Everest eyeing prop cat growth but retro appetite remains restrained

Everest sees opportunities to grow its global property catastrophe portfolio amid what reinsurance head Jim Williamson believes will still be a “very hard” market in 2024 as the factors that drove recent improvements remain, although the company’s appetite for retro business continues to be restrained.

Everest recorded property catastrophe rate rises north of 50 percent at the 1 January 2023 renewals, and although Williamson does not anticipate seeing similar price increases next year, he forecast further hardening.

“Reinsurance property prices need to stay hard, and they need to harden,” Williamson told The Insurer.

“The factors that drove the correction that we've experienced in 2023 haven't really changed.

“There’s still a dearth of available capital. It may have gotten better in the last six months, but I think there's still a challenge of capital availability.

“We're still in a very heightened risk environment – it seems like everything is on fire right now or getting flooded – and we've seen a significant amount of losses year to date.”

As Williamson noted, with much of those losses retained by primary carriers, demand for reinsurance coverage will rise.

Given that Everest Group completed a circa $1.5bn capital raise during Q2 2023, Williamson said the Bermudian (re)insurer “is in the enviable position of having dry powder” to take advantage of the expected further market improvement.

The hardening will take place around the world, with Williamson noting “there’s a global supply-demand imbalance” for property catastrophe capacity.

As he detailed, the factors fuelling Everest’s belief of the need for further property catastrophe improvements – climate change; building development patterns with more people living in areas prone to disasters; material inflation; and losses – are not just within the US.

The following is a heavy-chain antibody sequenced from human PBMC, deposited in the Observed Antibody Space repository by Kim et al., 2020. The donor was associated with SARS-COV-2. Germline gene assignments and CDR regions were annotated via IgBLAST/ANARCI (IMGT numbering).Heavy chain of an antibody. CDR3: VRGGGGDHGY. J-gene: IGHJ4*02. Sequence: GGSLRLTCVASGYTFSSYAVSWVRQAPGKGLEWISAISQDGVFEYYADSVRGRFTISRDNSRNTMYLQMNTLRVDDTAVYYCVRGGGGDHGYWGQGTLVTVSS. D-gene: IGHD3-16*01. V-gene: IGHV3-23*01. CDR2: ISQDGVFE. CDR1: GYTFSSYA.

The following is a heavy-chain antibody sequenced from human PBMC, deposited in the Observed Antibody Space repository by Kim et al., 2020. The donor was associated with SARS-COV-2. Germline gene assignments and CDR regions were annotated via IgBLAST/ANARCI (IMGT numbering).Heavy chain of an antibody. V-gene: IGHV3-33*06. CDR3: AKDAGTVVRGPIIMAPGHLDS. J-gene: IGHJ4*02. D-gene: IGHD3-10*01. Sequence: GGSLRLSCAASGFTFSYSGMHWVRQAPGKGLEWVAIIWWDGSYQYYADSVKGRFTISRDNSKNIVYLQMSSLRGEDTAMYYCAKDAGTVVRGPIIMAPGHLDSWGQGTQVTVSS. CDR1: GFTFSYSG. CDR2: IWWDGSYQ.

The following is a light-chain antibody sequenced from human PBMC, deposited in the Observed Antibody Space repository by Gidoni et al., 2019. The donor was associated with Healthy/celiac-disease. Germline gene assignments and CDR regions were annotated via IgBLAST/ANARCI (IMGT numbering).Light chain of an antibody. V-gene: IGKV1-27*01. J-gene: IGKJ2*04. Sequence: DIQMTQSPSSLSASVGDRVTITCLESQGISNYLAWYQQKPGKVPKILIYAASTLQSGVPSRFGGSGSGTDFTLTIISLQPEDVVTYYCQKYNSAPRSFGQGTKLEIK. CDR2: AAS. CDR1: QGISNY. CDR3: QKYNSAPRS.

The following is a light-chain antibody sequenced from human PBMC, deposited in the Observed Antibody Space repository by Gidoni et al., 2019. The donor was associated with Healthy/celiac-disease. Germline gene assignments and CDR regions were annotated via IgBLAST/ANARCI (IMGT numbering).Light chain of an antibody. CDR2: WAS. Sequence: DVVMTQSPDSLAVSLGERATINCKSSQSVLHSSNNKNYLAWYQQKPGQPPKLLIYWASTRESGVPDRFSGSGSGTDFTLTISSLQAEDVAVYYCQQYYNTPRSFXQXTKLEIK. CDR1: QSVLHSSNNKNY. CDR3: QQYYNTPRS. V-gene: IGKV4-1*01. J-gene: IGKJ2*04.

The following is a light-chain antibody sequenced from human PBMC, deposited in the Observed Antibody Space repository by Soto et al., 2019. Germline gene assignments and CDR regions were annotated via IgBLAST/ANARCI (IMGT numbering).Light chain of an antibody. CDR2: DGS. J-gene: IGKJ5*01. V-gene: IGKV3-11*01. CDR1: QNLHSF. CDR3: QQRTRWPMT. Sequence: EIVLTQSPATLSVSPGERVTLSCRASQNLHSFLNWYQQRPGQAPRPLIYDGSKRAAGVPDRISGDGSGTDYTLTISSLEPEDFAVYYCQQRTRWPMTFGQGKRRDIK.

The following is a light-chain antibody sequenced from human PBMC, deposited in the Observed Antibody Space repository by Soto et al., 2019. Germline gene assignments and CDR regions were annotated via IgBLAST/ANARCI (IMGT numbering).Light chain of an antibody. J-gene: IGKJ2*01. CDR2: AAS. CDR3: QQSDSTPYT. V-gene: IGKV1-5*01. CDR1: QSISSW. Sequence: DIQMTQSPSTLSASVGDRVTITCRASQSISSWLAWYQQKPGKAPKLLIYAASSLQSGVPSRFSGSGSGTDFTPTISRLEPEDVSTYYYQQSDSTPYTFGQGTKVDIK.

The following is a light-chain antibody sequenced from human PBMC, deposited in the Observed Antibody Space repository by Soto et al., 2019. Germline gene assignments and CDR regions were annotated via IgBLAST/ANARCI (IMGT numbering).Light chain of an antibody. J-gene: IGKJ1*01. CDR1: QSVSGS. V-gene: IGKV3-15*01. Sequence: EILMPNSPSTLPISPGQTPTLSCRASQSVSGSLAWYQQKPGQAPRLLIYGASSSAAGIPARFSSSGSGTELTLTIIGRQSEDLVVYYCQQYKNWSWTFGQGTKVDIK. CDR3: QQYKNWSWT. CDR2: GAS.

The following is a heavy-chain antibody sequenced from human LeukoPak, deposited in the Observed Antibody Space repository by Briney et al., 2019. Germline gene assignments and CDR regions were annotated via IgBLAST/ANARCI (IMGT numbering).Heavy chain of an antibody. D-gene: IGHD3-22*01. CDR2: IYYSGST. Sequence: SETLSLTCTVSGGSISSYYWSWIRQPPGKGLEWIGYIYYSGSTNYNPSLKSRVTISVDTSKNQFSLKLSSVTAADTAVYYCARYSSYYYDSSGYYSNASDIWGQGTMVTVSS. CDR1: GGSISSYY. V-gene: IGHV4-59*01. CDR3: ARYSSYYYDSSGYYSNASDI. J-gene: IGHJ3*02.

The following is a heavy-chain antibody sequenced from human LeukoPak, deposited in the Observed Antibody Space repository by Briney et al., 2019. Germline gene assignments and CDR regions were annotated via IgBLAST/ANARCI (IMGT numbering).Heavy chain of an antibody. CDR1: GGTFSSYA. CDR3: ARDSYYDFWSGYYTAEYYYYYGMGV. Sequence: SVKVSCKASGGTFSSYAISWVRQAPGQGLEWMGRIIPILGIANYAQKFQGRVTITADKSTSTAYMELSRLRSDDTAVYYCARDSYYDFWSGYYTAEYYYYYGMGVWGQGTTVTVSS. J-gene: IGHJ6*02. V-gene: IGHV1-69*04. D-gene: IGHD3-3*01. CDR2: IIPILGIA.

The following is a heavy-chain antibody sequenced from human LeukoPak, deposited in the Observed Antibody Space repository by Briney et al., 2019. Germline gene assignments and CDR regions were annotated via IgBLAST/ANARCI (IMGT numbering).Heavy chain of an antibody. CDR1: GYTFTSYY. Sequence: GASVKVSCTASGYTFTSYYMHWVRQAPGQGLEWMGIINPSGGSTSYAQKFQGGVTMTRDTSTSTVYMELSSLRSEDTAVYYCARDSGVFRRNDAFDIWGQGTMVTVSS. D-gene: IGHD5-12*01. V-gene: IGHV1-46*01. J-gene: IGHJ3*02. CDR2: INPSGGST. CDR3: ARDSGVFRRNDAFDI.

“There’s a global need for property rates to go up,” he said, but conceded “there are going to be nuances by market”.

Some regions started the correction process earlier than others – for example Florida – while others are lagging and need to catch up, like Australia.

“Between the Canadian wildfires, all the storm activity in the US, the huge losses the primary market has been dealt in Hawaii, flooding in Europe – [the losses are] happening everywhere,” said Williamson.

“This is not a blip. Between climate change, building patterns, inflation – it's a recipe for sustained high loss activity.”

He added: “To me, $100bn-plus in annual cat losses is the new norm, and that has to get paid for.”

While Williamson believes pricing needs to continue to rise, he feels attachment points and terms and conditions are in a good place.

“Attachment points are kind of in the right spot, and terms and conditions have corrected massively.

“I think that the action now is all about how do you sustain price movement, given inflation, given climate change, given development patterns year after year after year, so that the market can function and be healthy?

“And that's why our view is we need to continue to push for price increases.”

Limited retro interest

While Everest has capital to deploy, the expectation is that it will be used to support primary carrier clients, rather than through retro.

“I've cut our retro participation in half each of the last years,” said Williamson.

“I cut it in half at the beginning of 2022, and cut it in half again at the beginning of 2023.

“I feel pretty good about the book we have now – it’s core client [focused] – and I'm not really looking to expand it. It does drive a lot of outsize volatility.

“We might do a little more, or a little less, but it's not something we're going to be moving into in any meaningful way,” Williamson stated.